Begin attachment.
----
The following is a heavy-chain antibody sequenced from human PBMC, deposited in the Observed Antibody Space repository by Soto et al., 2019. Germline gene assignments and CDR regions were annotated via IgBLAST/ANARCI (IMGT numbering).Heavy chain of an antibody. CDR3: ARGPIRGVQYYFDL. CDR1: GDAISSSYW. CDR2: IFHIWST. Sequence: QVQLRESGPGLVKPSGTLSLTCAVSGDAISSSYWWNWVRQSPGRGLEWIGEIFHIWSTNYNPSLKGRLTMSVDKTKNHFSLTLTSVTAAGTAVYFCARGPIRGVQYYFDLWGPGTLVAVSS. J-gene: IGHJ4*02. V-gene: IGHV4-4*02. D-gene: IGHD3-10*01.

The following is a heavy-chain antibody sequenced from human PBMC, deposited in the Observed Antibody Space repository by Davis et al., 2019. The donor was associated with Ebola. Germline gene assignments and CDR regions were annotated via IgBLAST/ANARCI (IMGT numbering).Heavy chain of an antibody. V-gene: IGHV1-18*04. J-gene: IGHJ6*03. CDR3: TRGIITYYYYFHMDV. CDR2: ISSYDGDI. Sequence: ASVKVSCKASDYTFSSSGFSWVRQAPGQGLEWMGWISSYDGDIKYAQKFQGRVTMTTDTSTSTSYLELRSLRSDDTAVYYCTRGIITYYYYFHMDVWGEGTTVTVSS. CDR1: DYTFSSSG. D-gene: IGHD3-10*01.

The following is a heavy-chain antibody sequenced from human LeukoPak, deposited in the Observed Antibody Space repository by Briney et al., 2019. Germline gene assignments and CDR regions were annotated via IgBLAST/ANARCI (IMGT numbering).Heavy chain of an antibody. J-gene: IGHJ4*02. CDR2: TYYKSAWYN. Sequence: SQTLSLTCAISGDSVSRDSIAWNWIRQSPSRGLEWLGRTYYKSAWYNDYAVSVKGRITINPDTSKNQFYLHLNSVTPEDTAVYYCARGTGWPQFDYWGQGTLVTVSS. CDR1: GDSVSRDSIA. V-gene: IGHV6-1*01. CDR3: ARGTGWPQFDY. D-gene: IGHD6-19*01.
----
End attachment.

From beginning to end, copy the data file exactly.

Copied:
The following is a heavy-chain antibody sequenced from human PBMC, deposited in the Observed Antibody Space repository by Soto et al., 2019. Germline gene assignments and CDR regions were annotated via IgBLAST/ANARCI (IMGT numbering).Heavy chain of an antibody. CDR3: ARGPIRGVQYYFDL. CDR1: GDAISSSYW. CDR2: IFHIWST. Sequence: QVQLRESGPGLVKPSGTLSLTCAVSGDAISSSYWWNWVRQSPGRGLEWIGEIFHIWSTNYNPSLKGRLTMSVDKTKNHFSLTLTSVTAAGTAVYFCARGPIRGVQYYFDLWGPGTLVAVSS. J-gene: IGHJ4*02. V-gene: IGHV4-4*02. D-gene: IGHD3-10*01.

The following is a heavy-chain antibody sequenced from human PBMC, deposited in the Observed Antibody Space repository by Davis et al., 2019. The donor was associated with Ebola. Germline gene assignments and CDR regions were annotated via IgBLAST/ANARCI (IMGT numbering).Heavy chain of an antibody. V-gene: IGHV1-18*04. J-gene: IGHJ6*03. CDR3: TRGIITYYYYFHMDV. CDR2: ISSYDGDI. Sequence: ASVKVSCKASDYTFSSSGFSWVRQAPGQGLEWMGWISSYDGDIKYAQKFQGRVTMTTDTSTSTSYLELRSLRSDDTAVYYCTRGIITYYYYFHMDVWGEGTTVTVSS. CDR1: DYTFSSSG. D-gene: IGHD3-10*01.

The following is a heavy-chain antibody sequenced from human LeukoPak, deposited in the Observed Antibody Space repository by Briney et al., 2019. Germline gene assignments and CDR regions were annotated via IgBLAST/ANARCI (IMGT numbering).Heavy chain of an antibody. J-gene: IGHJ4*02. CDR2: TYYKSAWYN. Sequence: SQTLSLTCAISGDSVSRDSIAWNWIRQSPSRGLEWLGRTYYKSAWYNDYAVSVKGRITINPDTSKNQFYLHLNSVTPEDTAVYYCARGTGWPQFDYWGQGTLVTVSS. CDR1: GDSVSRDSIA. V-gene: IGHV6-1*01. CDR3: ARGTGWPQFDY. D-gene: IGHD6-19*01.